Transient dynamic DNA polymerization system

Enzymatic reactions of the dynamic chain growth were typically assembled in a total reaction volume of 90 μl as follows: Sterile water, DNA M1, 10× buffer E, bovine serum albumin (BSA), T4 DNA ligase, and the BamHI restriction enzyme were added sequentially in a polymerase chain reaction tube. The solution was mixed gently by pipetting up and down, and centrifuged shortly before addition of the ATP to initiate the reaction system. The enzymatic reaction was incubated in a thermoshaker at 250 rpm. Incubation temperatures (16°, 25°, and 37°C) and the concentrations of the enzymes and the ATP (0.1 to 1.0 mM) varied depending on the experiment and are stated at the corresponding figures. The concentrations of all other components [0.05 mM DNA, 1× buffer E, and BSA (0.1 g/liter)] were kept constant in the reaction mixture throughout all kinetic assays.

Time-dependent aliquots (6 μl) were withdrawn from the reaction tube and immediately quenched in the quenching buffer containing EDTA and subsequent freezing in liquid nitrogen. Time intervals were adapted to the kinetics of the experiments to follow the reaction progress appropriately.

Kinetic aliquots were analyzed by electrophoretic mobility shift assays. GE was carried out in 2 weight % agarose gels in tris-acetate-EDTA buffer applying 90 V = constant, 300 mA, 90 min using in-cast staining with Roti-GelStain.

SUPPLEMENTARY MATERIALS

Supplementary material for this article is available at http://advances.sciencemag.org/cgi/content/full/5/7/eaaw0590/DC1

Supplemental Materials and Methods

Experimental Protocols

Supplementary Note A. Development of the conditions for the dynamic reaction network by characterization of the individual enzyme reactions

Supplementary Note B. Routine of GE analysis: From the agarose gel to an average chain length

Supplementary Note C. ATP-fueled transient, dynamic steady-state DNA polymerization system

Supplementary Note D. DySS and molecular exchange in ATP-fueled dissociative dynamic covalent DNA systems

Table S1. Oligonucleotide sequences.

Fig. S1. Hybridization of the self-complementary ends of the DNA monomer strands M1 in dependence of temperature and ligation reaction catalyzed by T4 DNA ligase.

Fig. S2. Ligation kinetics of the DNA chain growth as a function of T4 DNA ligase concentration.

Fig. S3. Ligation kinetics of the DNA chain growth as a function of ATP concentration.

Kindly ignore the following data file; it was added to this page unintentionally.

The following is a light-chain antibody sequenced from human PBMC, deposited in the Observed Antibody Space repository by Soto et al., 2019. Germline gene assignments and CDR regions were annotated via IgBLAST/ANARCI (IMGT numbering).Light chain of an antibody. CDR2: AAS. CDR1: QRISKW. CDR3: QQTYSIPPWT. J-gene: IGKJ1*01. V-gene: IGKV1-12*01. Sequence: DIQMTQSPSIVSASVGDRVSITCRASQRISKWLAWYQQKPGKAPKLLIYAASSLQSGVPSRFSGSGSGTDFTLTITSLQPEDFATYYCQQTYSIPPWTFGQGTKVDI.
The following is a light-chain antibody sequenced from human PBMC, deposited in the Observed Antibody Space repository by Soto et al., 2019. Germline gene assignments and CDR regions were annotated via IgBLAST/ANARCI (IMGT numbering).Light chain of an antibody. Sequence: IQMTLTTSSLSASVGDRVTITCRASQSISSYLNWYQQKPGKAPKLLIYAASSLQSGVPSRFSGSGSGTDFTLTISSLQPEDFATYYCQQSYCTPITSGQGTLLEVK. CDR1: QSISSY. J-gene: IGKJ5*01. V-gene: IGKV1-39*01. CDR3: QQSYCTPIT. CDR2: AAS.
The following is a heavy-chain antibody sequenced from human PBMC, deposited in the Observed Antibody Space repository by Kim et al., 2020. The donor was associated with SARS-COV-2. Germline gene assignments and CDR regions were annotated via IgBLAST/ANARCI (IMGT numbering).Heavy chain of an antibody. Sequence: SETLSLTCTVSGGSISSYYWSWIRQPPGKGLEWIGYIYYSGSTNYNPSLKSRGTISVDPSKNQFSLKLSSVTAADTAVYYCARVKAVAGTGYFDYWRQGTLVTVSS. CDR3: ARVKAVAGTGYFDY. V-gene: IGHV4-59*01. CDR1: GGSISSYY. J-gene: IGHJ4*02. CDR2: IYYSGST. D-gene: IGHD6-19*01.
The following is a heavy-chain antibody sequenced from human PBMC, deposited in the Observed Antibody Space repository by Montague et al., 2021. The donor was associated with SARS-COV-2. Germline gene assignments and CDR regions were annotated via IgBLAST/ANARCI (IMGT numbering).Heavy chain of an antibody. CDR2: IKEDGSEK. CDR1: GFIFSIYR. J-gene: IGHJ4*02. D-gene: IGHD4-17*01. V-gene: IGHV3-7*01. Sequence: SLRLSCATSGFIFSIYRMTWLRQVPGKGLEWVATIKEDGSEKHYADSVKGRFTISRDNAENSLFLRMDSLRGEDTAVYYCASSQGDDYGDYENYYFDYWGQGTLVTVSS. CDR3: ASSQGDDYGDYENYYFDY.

Fig. S4. Time-dependent T4 DNA ligase catalyzed ligation reaction.

Fig. S5. Restriction kinetics of the DNA chain cleavage as a function of BamHI concentration.

Fig. S6. Routine for analysis of GE data: From the agarose GE to an average DNA chain length bp¯w.

Fig. S7. Control of dispersity in the DySS DNA polymerization system.

Fig. S8. Refueling experiments of the transient DySS DNA polymerization system.

Fig. S9. Average chain length in the transient DySS DNA polymerization system in dependence of the concentration of the DNA monomer M1.

Fig. S10. Characterization of the FRET duplex F and its cleaved and religated DNA fragments as used for in situ modulation of the DySS.

Fig. S11. ATP-dependent temporal control of the dynamic DNA bond with transient DySS FRET duplex formation.

References (40, 41)

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REFERENCES AND NOTES

Acknowledgments: We thank S. Ludwanowski for help with the spectroscopy setup. Funding: This work was funded by the ERC Starting Grant “TimeProSAMat” (677960). Author contributions: L.H. conceived, designed, and conducted the experiments and analyzed the data. A.W. conceived the project and experiments and supervised the project. L.H. and A.W. discussed the data and wrote the manuscript. Competing interests: The authors declare that they have no competing interests. Data and materials availability: All data needed to evaluate the conclusions in the paper are present in the paper and/or the Supplementary Materials. Additional data related to this paper may be requested from the authors.